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Nov
5
comment Exo. 2:12: Did Moses commit murder?
Simple: the Hebrew men were merely brawling; the Egyptian was possibly killing the Hebrew man.
Oct
27
comment What mark did the Lord put on Cain so no one would kill him?
You give no source for the speculation that Cain’s os mark is the same as the tav mark in Ezekiel.
Oct
27
comment What is the new covenant made with Jews/Israel in Jeremiah 31:31
@user6053, I’m entirely unable to follow the argument you’re making. I don’t need Covenant Theology 101, but it would be helpful to say, “Based on ‹framework›, Jeremiah’s use of the term covenant means ‹meaning› and relates to other covenants ‹however›. Therefore, the ‘new covenant’ means ‹whatever›; it does/doesn’t apply solely to Jews;” (or, “in this context ‘Israel’ means ‹whomever›;”) “it is ‘written upon their hearts’ ‹thusly›; it reaffirms/modifies Israel’s rôle ‹however›; and it therefore preserves/changes/replaces the Torah ‹like so›”.
Oct
27
comment What mark did the Lord put on Cain so no one would kill him?
It’s a plausible guess, but on this site a sourced argument would be more appropriate. If you can find the Midrashic literature on the topic you might find a source that agrees with your guess, perhaps with more of an explanation.
Oct
27
comment What is the new covenant made with Jews/Israel in Jeremiah 31:31
@user6053, even putting myself in the mind-frame to follow the logic of a Christian argument, I am entirely unable to see in your response an answer to the posted question. Is there any chance you might edit your post to make it clearer just what it is you’re saying and how it related to the original post?
Oct
27
comment What is the new covenant made with Jews/Israel in Jeremiah 31:31
@BlessedGeek, the answer also conflates the “fences around the law” that the Pharisee rabbis instituted with the orally-transmitted Divine Tradition that they maintained, two things the rabbis taught but were very careful to differentiate. (Though perhaps Paul is responsible for this confusion. He claimed to have studied in Rabban Gammliel’s academy, but I don’t think he understood what was being taught.)
Oct
27
comment What is the new covenant made with Jews/Israel in Jeremiah 31:31
I disagree with the close vote: these questions are so tightly linked I could not even give a simple answer to any without addressing all.
Aug
14
comment What biblical figure was present during the dinosaurs?
Every Biblical figure coexisted with dinosaurs: birds are dinosaurs.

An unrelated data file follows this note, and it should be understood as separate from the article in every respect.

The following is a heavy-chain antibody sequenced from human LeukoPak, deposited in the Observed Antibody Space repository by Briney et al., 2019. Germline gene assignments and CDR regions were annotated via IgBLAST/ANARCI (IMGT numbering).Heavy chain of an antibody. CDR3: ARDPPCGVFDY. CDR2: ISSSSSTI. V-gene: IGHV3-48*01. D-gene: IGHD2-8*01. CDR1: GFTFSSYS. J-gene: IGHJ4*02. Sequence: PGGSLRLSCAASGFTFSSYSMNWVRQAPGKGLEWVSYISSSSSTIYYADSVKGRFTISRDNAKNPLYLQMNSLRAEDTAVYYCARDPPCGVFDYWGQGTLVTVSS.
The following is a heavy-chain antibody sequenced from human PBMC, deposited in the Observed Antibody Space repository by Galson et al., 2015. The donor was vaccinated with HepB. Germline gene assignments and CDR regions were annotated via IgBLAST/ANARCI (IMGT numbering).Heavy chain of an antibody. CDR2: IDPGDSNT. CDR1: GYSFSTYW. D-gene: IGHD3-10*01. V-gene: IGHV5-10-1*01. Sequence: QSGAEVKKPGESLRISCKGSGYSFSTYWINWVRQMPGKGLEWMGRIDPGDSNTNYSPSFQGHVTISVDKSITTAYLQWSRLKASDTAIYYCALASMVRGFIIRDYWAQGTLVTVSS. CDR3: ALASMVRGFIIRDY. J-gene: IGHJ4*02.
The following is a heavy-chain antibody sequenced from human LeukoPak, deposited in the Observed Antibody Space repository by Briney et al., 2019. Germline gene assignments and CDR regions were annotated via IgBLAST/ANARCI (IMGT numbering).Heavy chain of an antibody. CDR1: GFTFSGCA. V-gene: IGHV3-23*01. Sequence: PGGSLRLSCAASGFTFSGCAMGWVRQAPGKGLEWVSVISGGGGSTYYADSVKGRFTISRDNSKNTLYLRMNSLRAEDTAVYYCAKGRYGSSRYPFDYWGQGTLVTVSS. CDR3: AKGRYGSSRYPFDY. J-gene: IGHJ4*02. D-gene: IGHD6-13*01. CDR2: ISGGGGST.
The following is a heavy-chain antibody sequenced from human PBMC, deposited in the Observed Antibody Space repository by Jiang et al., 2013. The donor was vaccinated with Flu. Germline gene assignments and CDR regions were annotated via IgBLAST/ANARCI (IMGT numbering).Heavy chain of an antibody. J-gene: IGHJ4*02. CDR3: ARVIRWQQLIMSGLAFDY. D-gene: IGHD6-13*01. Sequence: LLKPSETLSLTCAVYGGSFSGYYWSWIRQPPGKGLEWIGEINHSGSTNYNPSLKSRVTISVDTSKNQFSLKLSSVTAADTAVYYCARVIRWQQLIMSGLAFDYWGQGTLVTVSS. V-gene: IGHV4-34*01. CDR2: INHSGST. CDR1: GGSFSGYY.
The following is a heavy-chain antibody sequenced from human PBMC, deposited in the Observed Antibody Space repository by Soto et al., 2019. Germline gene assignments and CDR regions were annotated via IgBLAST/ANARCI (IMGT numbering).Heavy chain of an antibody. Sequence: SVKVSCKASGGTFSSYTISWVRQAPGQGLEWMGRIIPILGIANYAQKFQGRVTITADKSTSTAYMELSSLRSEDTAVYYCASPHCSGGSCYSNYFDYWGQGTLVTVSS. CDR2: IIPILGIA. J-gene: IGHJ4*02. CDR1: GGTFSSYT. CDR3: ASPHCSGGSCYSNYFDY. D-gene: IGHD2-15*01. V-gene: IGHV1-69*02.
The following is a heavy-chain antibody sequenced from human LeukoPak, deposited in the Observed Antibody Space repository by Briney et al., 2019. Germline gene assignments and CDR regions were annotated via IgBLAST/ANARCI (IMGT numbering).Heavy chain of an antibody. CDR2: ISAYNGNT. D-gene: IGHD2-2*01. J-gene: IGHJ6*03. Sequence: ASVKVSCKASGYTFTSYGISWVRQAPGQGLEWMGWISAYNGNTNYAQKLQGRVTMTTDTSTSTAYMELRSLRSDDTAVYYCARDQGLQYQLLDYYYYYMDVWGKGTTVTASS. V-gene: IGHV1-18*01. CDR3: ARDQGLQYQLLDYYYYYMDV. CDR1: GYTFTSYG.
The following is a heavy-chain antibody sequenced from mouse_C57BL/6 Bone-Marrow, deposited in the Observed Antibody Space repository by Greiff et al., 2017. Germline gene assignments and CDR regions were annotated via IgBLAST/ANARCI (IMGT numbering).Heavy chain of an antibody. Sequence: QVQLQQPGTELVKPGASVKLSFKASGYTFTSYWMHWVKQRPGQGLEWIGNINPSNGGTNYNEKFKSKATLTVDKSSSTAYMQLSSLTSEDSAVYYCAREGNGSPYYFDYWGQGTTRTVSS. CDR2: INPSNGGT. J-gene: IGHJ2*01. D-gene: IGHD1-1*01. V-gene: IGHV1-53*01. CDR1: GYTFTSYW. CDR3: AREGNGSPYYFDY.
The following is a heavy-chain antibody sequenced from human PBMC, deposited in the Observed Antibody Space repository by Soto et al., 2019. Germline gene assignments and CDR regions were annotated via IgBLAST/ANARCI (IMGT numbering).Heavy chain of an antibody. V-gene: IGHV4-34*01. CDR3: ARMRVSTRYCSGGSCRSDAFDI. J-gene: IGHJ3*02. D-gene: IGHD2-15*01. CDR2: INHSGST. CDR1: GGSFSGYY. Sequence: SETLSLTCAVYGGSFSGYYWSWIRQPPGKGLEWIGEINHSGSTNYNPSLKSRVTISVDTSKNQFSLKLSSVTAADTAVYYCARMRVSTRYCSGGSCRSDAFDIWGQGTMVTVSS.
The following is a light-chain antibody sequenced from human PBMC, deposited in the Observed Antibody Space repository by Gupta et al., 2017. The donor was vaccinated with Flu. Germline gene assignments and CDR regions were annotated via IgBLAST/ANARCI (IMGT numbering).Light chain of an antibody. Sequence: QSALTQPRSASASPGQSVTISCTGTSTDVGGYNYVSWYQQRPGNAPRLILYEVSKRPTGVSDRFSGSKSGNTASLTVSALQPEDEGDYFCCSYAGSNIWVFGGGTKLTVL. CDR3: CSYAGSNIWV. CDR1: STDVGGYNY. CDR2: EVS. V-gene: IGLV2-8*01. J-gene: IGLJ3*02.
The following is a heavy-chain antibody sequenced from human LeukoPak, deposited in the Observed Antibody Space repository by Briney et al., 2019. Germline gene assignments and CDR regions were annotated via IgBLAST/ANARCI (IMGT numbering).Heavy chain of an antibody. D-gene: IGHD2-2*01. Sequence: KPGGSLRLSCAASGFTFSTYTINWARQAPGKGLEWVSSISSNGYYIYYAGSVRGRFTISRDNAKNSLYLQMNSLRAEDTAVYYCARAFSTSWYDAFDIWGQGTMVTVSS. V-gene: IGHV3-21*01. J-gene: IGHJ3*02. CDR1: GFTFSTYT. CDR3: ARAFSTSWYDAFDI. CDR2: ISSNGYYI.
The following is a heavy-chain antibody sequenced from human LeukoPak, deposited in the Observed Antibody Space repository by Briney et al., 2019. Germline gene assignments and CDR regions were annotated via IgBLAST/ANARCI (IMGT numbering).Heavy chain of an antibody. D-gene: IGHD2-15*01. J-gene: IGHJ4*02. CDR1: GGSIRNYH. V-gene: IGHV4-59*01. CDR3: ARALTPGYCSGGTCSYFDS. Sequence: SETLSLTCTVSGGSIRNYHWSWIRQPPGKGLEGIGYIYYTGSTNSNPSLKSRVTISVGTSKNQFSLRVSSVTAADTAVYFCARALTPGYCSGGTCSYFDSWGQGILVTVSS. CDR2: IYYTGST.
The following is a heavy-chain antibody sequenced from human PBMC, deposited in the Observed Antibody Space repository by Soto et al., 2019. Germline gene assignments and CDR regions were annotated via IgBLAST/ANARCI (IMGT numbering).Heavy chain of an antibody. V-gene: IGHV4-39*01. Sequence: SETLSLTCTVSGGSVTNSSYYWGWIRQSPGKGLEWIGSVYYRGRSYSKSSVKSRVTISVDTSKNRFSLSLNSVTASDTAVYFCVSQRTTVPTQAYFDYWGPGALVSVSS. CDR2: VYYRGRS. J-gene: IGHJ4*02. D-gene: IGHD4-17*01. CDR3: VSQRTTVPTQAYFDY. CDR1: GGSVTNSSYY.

Aug
14
comment Who were the Pharisees?
Regarding the use of the term perushim, Pharisees, my personal conjecture: Josephus implies that was the term in use at the time. The Talmud was written some centuries later at which point the libelous definition might have taken root, so that word was avoided. Alternatively, the term might have been used as a political identifier both for the Rabbis and for the unlearned folk who followed them, so a more narrowly-defined word (chaver, a “fellow” of the study-hall) was used instead.
Aug
14
comment Who were the Pharisees?
@BruceJames, this discussion touches strongly on my answer; note that I’ve added links to the Soncino translation of Sotah 22b there. I’ll disagree with you on the value of that translation: while being far more difficult to read, it preserves the “feel” of the Aramaic original quite well.
Apr
1
comment Who was Neri, father of Shealtiel?
Unless you’re looking to unify the lineage lists (in which case neri = “my light” & malki = “my king” might be useful) there seems to be exactly no information on Neri.
Mar
24
comment How should 2 Cor 5:10 be interpreted, in light of Isa 43:25?
An answer to this question would require (1) a discussion of the various kinds of sin, (2) discussion of the results of sin: which are punishments, which are consequences, then (3) a discussion of the kinds of forgiveness. All without resorting to doctrine. This question belongs on ✝.SE.
Jan
21
comment Why is Isaiah 14:12-15 interpreted by some to refer to Satan?
Yes, David; Revision 5 cleared up what you meant. +1
Jan
21
comment Why is Isaiah 14:12-15 interpreted by some to refer to Satan?
The difference, @JackDouglas, is whether the satan, the adversarial angel, is obedient to God or rebellious. The whole idea of rebellious angels questionable in Judaism; Maimonides & Nachmanides most famously held it was impossible (though for different reasons). (The matter of the nefillim is off topic for this site, but has been discussed on ✡.SE.)
Jan
19
comment Why is Isaiah 14:12-15 interpreted by some to refer to Satan?
Please clarify: “this is one of the things that makes the Septuagint so important, and you can see from the bit quoted above that this is absent from the Greek Isaiah.” — just what is “absent from the Greek Isaiah”?
Jan
19
comment Why is Isaiah 14:12-15 interpreted by some to refer to Satan?
@H3br3wHamm3r81, Jews believe the satan is an agent provocateur but is thereby doing what God commanded him to, not “fallen” or “rebellious”
Jan
16
comment Could the “tree of knowledge of good and evil” mean “tree of intelligence”?
Sermon aside, what is your take on the OP’s proposed explanation? Is it plausible? Are there flaws in the logic? (Other than “I prefer this other interpretation”.)
Jan
16
comment Could the “tree of knowledge of good and evil” mean “tree of intelligence”?
Note that in Biblical Hebrew, the usual form is “from ‹one small thing› to ‹another small thing›”. Example: Genesis 14:23, “from a thread to a shoelace”.
Jan
8
comment Was or wasn’t Shem’s son Arphaxad born on the ark?
Note that Shem was not necessarily the oldest of Noah’s sons.
Jan
1
comment Where does the extra information about Melchizedek come from in Hebrews 7?
There is reference in Scripture to people blessing God, which would seem to negate your logic.